Toward multiplanetary existence? The human rights obligations of corporations on Mars
Recent technological advancements such as reusable spacecraft and 3D-printed launch vehicles have accelerated the possibility of multiplanetary existence, fueling a private-company space race to send humans to Mars by 2030. According to SpaceX’s CEO, Elon Musk, there may be about one million humans living on the Red Planet by 2060.
While the colonization of Mars remains hypothetical for now, the possibility of multiplanetary existence raises fascinating questions about the universality of the human rights framework and, more specifically, the human rights obligations of private companies on Mars.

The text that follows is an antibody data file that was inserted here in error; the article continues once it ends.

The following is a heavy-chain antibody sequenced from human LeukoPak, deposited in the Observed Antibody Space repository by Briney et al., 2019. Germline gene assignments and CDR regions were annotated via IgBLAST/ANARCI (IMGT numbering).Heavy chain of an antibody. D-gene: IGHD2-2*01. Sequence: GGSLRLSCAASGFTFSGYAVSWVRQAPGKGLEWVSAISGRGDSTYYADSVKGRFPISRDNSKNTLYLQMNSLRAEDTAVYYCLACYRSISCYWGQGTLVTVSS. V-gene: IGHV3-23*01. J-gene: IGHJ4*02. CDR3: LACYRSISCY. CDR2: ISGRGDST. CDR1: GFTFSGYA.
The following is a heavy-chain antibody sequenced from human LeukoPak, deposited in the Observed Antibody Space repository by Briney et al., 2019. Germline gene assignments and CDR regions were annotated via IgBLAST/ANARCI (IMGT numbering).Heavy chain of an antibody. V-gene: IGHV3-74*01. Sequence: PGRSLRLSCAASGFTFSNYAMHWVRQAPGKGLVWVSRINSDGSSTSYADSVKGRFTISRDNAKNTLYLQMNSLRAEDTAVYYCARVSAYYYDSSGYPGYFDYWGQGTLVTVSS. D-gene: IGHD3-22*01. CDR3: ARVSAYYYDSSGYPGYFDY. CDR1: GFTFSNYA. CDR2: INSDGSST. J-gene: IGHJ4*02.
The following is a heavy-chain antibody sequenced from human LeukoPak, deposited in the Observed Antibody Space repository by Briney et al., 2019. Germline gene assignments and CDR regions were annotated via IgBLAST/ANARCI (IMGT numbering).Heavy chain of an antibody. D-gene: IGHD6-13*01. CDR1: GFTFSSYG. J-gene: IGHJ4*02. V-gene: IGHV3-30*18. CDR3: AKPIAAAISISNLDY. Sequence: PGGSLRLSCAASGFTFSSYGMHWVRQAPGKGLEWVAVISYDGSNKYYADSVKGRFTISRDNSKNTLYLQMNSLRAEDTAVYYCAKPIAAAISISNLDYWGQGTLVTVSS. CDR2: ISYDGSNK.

These questions are complicated by statements contained in a SpaceX legal agreement recognizing “Mars as a free planet” and asserting that “no Earth-based government has authority or sovereignty over Martian activities.” If corporations like SpaceX argue that governments lack authority over what happens on Mars, then what human rights obligations will these businesses have toward Martian settlers?